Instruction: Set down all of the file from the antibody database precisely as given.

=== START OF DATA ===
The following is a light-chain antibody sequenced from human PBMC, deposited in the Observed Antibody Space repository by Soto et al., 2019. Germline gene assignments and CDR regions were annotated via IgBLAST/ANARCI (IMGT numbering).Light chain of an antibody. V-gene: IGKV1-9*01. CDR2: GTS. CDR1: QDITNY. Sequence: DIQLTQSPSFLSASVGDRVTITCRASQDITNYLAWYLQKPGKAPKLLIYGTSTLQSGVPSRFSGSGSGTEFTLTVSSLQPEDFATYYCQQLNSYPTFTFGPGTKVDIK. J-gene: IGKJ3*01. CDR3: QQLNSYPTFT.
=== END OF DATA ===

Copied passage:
The following is a light-chain antibody sequenced from human PBMC, deposited in the Observed Antibody Space repository by Soto et al., 2019. Germline gene assignments and CDR regions were annotated via IgBLAST/ANARCI (IMGT numbering).Light chain of an antibody. V-gene: IGKV1-9*01. CDR2: GTS. CDR1: QDITNY. Sequence: DIQLTQSPSFLSASVGDRVTITCRASQDITNYLAWYLQKPGKAPKLLIYGTSTLQSGVPSRFSGSGSGTEFTLTVSSLQPEDFATYYCQQLNSYPTFTFGPGTKVDIK. J-gene: IGKJ3*01. CDR3: QQLNSYPTFT.